Windows Central got their hands on an apparent Microsoft confidential document that outlines recommended minimum specifications for Windows 10 CloudBooks.
Windows 10 CloudBooks are what they sound like: Devices meant to compete with Chromebooks that are running the still-unofficially announced Cloud edition of Windows 10. As I blogged previously, Microsoft is expected to take the wraps off Windows 10 Cloud and some kind of device(s) running that version of the operating system at an event on May 2 in New York City.
Windows 10 Cloud, as far as I can tell at this point, actually has next-to-nothing to do with the cloud. It’s a low-end version of Windows 10 that is designed to run Windows 10 Store apps only, similar in many ways to the former Windows RT and the Windows 7 Starter Edition products. Windows 10 Cloud will be upgradeable to Windows 10 Professional, however, testers have found.
The minimum recommended Windows 10 CloudBook specs uncovered by Windows Central indicate that the first devices running Windows 10 Cloud should have Quad-core Celeron or better processors; 4 GB of RAM; 32GB of storage (or 64GB for 64-bit versions of the OS); a battery larger than 40 WHr; Fast eMMC or solid state drive (SSD) for storage. Pen and touch are optional.
It looks from the leaked document that these devices will be running the Creators Update (Redstone 2) version of Windows 10 Cloud and won’t necessarily have to wait for Redstone 3, due out in September. That makes sense, given the back-to-school market starts in early summer, not when school starts. There’s no mention of ARM-based CloudBooks in the leaked document, but word is Windows 10 Cloud will run on both Intel- and ARM-based devices.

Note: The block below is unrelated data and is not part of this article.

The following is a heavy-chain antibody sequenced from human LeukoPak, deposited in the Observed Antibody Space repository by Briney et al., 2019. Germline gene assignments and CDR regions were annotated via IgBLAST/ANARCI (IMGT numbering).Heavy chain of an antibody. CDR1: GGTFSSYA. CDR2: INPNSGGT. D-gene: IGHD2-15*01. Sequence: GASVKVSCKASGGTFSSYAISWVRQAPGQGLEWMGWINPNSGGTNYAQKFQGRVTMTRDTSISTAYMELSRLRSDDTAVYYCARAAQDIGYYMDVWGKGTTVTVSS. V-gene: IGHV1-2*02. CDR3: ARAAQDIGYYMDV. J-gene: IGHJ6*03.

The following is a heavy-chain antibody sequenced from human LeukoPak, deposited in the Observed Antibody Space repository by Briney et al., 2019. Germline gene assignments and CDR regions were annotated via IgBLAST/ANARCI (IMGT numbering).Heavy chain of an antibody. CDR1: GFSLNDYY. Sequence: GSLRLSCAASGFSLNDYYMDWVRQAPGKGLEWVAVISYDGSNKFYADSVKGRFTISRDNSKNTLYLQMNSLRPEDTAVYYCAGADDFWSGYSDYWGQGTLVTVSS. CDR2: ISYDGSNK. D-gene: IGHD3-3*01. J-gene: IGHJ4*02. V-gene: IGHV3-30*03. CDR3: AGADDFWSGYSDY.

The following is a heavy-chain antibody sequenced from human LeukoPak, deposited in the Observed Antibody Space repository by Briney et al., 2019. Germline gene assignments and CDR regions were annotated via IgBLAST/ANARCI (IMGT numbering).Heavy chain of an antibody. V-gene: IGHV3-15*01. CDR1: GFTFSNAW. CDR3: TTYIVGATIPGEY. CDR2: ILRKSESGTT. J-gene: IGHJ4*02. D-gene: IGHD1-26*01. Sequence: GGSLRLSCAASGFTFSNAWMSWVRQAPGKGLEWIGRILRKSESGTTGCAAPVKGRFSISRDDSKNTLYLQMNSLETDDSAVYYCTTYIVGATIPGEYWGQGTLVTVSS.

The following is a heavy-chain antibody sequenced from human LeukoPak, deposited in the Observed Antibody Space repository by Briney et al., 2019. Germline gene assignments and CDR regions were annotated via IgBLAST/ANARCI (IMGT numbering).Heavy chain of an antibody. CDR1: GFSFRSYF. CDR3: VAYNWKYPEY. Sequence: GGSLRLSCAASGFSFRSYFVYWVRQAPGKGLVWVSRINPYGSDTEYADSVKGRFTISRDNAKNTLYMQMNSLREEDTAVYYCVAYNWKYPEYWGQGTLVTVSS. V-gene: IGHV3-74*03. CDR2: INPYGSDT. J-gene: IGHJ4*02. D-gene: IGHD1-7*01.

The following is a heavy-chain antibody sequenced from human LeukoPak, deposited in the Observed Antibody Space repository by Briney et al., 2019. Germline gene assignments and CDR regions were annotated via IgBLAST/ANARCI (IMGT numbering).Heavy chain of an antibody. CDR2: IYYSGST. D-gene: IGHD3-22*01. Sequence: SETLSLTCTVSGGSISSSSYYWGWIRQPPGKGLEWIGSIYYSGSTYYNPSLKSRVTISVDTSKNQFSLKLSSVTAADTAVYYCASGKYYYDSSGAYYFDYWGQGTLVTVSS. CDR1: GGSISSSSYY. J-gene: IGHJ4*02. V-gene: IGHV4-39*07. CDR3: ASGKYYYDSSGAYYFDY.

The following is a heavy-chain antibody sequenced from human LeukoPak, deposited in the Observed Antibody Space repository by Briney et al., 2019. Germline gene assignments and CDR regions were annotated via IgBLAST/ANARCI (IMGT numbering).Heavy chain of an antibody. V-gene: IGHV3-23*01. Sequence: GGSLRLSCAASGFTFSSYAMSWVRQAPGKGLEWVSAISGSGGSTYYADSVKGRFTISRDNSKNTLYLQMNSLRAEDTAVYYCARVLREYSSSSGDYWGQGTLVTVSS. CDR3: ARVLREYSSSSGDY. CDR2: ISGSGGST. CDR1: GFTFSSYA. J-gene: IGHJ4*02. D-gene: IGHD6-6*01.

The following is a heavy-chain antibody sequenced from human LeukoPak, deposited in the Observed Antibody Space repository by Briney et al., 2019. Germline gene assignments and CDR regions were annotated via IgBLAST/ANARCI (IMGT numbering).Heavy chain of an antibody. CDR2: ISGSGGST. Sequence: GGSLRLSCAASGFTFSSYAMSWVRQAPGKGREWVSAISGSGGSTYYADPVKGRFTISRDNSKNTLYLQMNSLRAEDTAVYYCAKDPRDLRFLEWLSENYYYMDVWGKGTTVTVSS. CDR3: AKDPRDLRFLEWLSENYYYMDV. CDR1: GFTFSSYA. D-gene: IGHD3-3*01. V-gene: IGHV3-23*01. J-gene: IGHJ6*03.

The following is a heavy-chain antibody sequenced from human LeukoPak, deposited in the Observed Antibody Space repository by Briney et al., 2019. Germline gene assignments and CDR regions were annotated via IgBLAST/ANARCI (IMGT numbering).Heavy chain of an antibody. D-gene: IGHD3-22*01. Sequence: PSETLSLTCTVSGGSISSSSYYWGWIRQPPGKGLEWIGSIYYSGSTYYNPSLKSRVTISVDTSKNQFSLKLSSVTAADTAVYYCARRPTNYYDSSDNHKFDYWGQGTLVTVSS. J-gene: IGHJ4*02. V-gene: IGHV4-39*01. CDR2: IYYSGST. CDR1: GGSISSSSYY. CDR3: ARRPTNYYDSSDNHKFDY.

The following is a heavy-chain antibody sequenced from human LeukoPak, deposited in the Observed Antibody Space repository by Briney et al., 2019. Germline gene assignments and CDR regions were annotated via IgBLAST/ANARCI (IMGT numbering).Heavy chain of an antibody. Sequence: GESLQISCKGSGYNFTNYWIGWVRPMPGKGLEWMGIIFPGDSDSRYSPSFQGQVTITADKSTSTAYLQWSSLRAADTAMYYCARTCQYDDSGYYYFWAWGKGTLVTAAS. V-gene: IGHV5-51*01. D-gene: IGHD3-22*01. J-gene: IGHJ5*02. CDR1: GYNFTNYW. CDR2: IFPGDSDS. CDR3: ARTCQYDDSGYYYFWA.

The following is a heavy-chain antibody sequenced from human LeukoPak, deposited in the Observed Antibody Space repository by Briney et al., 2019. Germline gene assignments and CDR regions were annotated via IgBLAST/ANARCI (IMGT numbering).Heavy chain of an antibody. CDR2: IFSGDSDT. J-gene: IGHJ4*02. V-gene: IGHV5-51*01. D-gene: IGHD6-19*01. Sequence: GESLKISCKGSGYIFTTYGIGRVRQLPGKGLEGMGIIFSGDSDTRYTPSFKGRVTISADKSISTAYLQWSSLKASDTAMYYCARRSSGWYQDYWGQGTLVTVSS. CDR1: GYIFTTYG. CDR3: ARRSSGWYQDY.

Microsoft and partners will be aiming directly at Chromebooks with these Windows 10 CloudBook devices, as the leaked document makes clear. The intention is for battery life on these devices to last 10-plus hours, which in marketing speak translates to “all day.”
I’m curious if Microsoft will throw its hat into the CloudBook hardware ring, not necessarily with a Surface device that isn’t limited to the minimum specs, but that might be a higher-end machine similar to the Chromebook Pixel, which Google recently put on the back burner.
I asked Microsoft for comment on the leaked document posted by Windows Central. “We have nothing to share,” a spokesperson said.
Microsoft bets big on DNA storage for digital data: